I solved it!
Summarising the problem:
The product specifications for the 6000/6050 lead us to believe that the accelerometer output is a 16 bit signed integer, i.e. it ranges from -32768 <–> 32768. Furthermore, for a full scale range of -2g <-> 2g, we get a LSB/g sensitivity of 32768 / 2 = 16384 LSB/g, hence an acceleration of 1g should output +16384. However, many users are experiencing problems with an acceleration of 1g outputting +8192, exactly half of what it should be. This behaviour is replicated for other full scale ranges (+/-4g, +/-8g, +/-16g), but we do not seem to encounter this error with the gyroscope (although it is hard to verify directly as I have not strapped the MPU to a motor or anything!).
I knew the problem must lie with the datasheet so I started by reading the 6000/6050 Register Map and Descriptions document, version 4.2, and noticed an entry in the Revision History table:
10/07/2011 3.0 Updates for Rev D silicon:
Updated accelerometer sensitivity specifications (sections 4.6, 4.8, 4.10, 4.23)
This indicates that they changed the sensitivity specifications for revision D of the board.
In the product specification for the chip, version 3.4, they have a diagram explaining the codes written on the chip. There is a letter in the bottom right labelled “Rev Code”. On my chip, it is a “C” so I take this to mean Rev C (see attached photo). Hence this version applies to a newer version of the board than mine (which I brought cheaply off Ebay).
Furthermore I also noticed an update in the main 6000/6050 Product Specification Revision History table:
For Rev D parts. Updated accelerometer specifications in Table 6.2. Updated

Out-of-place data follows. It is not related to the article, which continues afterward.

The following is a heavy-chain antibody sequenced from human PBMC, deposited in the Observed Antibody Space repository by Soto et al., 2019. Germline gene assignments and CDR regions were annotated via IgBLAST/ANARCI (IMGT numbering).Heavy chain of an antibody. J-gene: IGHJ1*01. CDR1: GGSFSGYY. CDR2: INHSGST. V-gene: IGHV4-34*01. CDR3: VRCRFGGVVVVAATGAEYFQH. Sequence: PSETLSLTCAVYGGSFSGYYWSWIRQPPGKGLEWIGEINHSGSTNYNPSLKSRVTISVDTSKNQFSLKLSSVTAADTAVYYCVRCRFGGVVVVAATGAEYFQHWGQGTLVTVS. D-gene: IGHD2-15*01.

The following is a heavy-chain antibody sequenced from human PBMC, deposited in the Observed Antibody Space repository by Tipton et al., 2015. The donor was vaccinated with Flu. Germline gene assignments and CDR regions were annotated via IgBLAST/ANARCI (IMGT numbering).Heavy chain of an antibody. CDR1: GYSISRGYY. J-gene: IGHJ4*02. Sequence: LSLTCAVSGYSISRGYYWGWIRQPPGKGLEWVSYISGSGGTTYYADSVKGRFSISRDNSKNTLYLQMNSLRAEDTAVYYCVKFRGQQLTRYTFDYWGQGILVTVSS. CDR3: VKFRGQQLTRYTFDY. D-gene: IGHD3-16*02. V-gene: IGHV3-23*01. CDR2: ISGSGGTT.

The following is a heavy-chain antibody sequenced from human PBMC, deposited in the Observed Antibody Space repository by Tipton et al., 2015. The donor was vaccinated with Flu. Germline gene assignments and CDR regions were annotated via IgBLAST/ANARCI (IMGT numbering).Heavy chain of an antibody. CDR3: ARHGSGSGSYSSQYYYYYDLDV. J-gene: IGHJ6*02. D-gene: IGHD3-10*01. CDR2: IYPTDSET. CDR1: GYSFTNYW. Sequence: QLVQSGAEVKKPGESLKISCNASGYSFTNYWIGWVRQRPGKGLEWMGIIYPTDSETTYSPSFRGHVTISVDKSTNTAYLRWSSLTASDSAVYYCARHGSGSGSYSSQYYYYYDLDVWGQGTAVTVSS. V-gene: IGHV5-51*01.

accelerometer specification note (sections 8.2, 8.3, & 8.4). Updated qualification
test plan (section 12.2).
So it is probably safe to conclude that, since this table lists all the LSB/g sensitivity measurements and was updated from Rev C to Rev D, it most likely had the values we would expect (namely 8192LSB/g, 4096LSB/g, 2048LSB/g, 1024LSB/g) in the older versions (Revsision < 3.0), rather than the ones we see in Revision 3.4 of the specification (namely 16384LSB/g, 8192LSB/g, 4096LSB/g, 2048LSB/g).
I was going to leave it here, content that they had changed the accelerometer between the revisions of the chip, and I had an older version.
But to prove my theory I wanted to find an old version of the datasheet.
After much digging, I discovered datasheetarchive.org, where I managed to find an old version of the Product Specification that shows the crucial Table 6.2, before the update to chip Rev D. This was Product Specification Revision 2.0, published 05/19/2011.
And lo and behold: the table was exactly as we would predict! That is to say that all the accelerometer sensitivities were halved in this older revision of the specification.
Curiously, the two’s complement ADC word length was still defined to be 16 bit. I found this confusing as that would mean that in full scale range of -2g <–> 2g, with the sensitivity of 8192LSB/g, the range maximum would be reached at an output of 16384, representing an acceleration of 2g. But what would this mean for outputs above 16384? Are they undefined? Well from experimenting with the chip I think that the continue to represent larger accelerations. I.e. I reckon that if you could get the chip to output 32768, this would represent an acceleration of 4g. Confusing!
Finally, one more thing I found was that the initial calibration tolerance for zero-g output under the z axis is given as +/- 200mg in the table under this older specification, whereas it is +/- 80mg in the newer specification. This indicates to me that it was not an MPU encoding change between revisions, but an actual change of the accelerometer, since the tolerance has changed. I have not thought about this too much as it isn’t too important to me, but may interest someone!
Older Revision 2.0 of the datasheet that applies to Rev C of the MPU6050